WINDOW SEAT TO THE FUTURE Eamon Ryan’s remarks bode well for the long-campaigned-for Western Rail Corridor.
Is the Western Rail Corridor close to becoming a reality?
Minister for Transport Éamon Ryan spoke about rail in the national media in the past week. His comments about the Western Rail Corridor were particularly noteworthy and welcome.
Speaking about the impending publication of the All Island Rail Review – which is being held up because of the Northern Ireland Assembly – Minister Ryan said ‘I expect it to support the likes of the Western Rail Corridor’.
He said this is not just the section from Athenry to Tuam and onto Claremorris but opening up a rail network that would span from Ballina to Rosslare in Wexford, via Claremorris, Athenry, Limerick and Waterford.
It can also, he said, access Foynes Port via the Limerick to Foynes railway line currently being reopened, while access from Waterford to Rosslare would also involve reopening a closed railway line.
Such a network would, he said, be ‘the centre of a more balanced development for the country where the west lifts on the back of that sort of rail infrastructure’.
Calling it an ‘Atlantic Rail Corridor’, the Minister spoke of the importance of connecting to deep water ports and maximising rail freight on these routes.
It is reasonable to assume that the Minister is not just guessing the Western Rail Corridor will be supported in the All-Island Rail Review. Someone in his position would be privy to all drafts of such documents well ahead of publication and given the importance the Government placed on that review in terms of extending the Western Rail Corridor to Claremorris, it is hard to see how they could back away from it if the review recommends its reopening. Minister Ryan’s comments certainly hint at a man very much in favour of follow through.
Freight will be a key part of the viability of such a railway, but its benefits for passenger traffic were clearly demonstrated in the Dr John Bradley report commissioned by West on Track.
In the past, critics questioned the viability of the reopening of the corridor from Limerick to Ennis and subsequently to Galway. However, recent figures reveal the Galway to Limerick rail service recorded its busiest ever year in 2022, since its reopening in 2010. It recorded a 14 percent increase, taking it over the 600,000 annual passengers for the first time. Only two other rail services recorded any sort of increase in 2022, both less than 2 percent.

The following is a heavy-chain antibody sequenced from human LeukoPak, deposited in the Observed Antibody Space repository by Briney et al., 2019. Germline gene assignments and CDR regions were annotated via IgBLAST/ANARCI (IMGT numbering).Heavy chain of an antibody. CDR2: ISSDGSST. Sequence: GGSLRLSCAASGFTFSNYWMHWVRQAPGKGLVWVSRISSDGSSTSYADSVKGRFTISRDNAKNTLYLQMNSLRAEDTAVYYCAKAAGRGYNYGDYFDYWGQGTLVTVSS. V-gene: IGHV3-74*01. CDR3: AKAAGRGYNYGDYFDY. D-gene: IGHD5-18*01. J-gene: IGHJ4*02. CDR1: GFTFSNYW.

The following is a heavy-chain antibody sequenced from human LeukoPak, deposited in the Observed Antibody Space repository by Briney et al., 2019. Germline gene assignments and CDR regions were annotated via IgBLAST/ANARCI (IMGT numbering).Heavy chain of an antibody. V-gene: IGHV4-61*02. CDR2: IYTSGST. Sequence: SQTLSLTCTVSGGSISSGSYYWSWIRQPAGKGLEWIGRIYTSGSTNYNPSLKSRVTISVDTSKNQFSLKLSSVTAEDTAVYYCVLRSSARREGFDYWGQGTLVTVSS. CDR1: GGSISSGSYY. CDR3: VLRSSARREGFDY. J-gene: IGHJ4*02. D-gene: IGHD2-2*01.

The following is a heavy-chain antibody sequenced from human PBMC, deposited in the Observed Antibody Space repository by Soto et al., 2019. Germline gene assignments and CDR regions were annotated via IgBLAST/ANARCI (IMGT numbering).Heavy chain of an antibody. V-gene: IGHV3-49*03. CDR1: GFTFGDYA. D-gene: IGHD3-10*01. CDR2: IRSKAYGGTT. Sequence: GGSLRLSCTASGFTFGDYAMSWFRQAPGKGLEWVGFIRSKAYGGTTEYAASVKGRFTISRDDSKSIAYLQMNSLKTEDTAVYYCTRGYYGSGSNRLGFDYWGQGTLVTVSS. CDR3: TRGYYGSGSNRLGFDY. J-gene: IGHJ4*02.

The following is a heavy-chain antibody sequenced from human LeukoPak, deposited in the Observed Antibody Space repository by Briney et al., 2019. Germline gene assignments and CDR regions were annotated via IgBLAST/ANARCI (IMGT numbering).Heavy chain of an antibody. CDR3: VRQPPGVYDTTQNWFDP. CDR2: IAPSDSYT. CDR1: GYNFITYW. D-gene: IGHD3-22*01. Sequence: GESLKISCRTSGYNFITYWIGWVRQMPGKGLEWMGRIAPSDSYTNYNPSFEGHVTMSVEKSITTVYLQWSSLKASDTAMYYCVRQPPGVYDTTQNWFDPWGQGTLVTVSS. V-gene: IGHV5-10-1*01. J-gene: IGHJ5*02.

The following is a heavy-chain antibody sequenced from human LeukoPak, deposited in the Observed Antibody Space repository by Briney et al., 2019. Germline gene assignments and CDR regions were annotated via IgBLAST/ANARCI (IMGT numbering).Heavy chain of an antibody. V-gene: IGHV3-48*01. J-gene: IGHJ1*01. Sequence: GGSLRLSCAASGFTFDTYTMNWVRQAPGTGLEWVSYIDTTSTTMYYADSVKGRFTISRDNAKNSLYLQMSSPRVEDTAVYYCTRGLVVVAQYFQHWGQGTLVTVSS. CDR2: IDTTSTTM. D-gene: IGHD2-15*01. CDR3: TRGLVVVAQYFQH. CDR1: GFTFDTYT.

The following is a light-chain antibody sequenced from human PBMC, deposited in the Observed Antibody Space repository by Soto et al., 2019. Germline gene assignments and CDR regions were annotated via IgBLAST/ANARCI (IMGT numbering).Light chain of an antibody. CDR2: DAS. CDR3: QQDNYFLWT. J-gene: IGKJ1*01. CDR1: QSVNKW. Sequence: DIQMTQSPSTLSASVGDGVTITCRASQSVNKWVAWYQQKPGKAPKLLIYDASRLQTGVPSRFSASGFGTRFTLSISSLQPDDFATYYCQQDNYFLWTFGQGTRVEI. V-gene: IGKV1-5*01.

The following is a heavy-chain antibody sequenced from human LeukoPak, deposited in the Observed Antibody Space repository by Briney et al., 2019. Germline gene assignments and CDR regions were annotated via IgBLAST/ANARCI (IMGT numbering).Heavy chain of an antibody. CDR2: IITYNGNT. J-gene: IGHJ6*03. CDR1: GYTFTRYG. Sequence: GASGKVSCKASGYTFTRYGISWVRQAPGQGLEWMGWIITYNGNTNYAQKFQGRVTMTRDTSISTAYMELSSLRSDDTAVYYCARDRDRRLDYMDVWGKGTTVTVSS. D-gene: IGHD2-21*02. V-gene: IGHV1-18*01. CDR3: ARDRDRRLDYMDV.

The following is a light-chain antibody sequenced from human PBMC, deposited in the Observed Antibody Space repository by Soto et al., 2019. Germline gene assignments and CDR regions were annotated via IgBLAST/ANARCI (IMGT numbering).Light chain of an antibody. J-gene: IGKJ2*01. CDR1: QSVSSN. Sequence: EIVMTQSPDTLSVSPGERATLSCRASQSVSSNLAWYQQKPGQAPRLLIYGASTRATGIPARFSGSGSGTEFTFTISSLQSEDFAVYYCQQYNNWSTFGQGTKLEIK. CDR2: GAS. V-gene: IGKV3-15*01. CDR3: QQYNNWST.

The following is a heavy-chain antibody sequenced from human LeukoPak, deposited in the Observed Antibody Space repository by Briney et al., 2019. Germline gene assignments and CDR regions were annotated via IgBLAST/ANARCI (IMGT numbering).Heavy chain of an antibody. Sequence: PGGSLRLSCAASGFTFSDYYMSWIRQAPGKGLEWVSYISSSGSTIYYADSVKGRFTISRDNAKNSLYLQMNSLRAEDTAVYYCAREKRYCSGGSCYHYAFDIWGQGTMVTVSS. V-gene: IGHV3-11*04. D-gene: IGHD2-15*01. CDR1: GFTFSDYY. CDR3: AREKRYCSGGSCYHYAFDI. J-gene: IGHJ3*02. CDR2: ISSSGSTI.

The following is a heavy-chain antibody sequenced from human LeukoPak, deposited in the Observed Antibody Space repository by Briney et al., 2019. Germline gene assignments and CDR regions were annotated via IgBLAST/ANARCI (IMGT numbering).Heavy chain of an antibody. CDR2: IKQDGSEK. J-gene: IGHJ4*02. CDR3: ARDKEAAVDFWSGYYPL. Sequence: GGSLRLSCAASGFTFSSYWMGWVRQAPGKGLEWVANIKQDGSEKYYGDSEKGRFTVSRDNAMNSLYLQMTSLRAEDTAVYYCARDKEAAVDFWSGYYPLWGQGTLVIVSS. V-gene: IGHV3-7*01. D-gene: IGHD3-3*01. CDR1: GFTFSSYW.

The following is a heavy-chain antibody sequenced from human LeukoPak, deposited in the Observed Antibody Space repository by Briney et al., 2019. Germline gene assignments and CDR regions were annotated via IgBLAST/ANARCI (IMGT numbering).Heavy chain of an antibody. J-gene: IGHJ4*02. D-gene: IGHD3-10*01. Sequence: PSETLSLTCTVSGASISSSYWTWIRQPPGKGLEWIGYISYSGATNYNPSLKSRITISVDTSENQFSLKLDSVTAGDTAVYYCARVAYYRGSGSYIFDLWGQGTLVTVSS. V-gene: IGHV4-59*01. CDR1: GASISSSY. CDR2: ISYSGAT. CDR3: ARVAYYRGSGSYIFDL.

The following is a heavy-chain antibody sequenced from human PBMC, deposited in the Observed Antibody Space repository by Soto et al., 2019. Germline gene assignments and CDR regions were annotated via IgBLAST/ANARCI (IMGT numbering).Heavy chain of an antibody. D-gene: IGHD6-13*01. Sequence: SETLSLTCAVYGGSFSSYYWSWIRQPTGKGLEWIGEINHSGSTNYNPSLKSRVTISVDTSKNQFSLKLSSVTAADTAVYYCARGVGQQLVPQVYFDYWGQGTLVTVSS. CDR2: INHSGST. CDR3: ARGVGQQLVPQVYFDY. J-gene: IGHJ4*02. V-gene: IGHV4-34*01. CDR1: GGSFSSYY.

“All the naysayers were wrong,” Deputy Éamon Ó Cuív told The Connacht Tribune. “This is a massive vote of confidence in the line and vindicates those who campaigned to have it reopened. This is more extraordinary taking into account the lack of frequency of services on the line and the need to make journey times faster,” he said.
People who have been following this story over the years will recall that there was a counter campaign for the Athenry to Claremorris section, with some wanting it to be turned into a greenway. That campaign has died down in recent times as the railway comes closer to becoming a reality.
While those campaigning for the greenway may have been well intentioned, its development at the expense of the railway line would have been a criminal waste of such a vital regional-development asset.
Which brings us to Sligo, where efforts to turn the old railway line from Collooney to Charlestown into a greenway are afoot.
The original Western Rail Corridor ran from Collooney to Limerick, and Éamon Ryan did not specifically mention the section north of Claremorris. However, his comments about not turning old railways into greenways worth noting.
If the Western Rail Corridor from Athenry to Claremorris gets the go ahead, then attention must immediately switch to extending it to Sligo. A railway line connecting the two biggest urban centres in Connacht would be a huge asset to the region.
Serious consideration needs to be given to extending the railway into Donegal also. The county has not been served by a single metre of railway since 1965. Should the Western Rail Corridor extend to Sligo, then Donegal would be the missing link in a coastal loop of the island.
Constructing a railway through Donegal would make sense environmentally, economically and societally. It would go a long way to showing that the Irish Government is serious about balanced regional development.
Rail will be a key part of the future in Ireland and such potential routes simply must receive priority over greenways.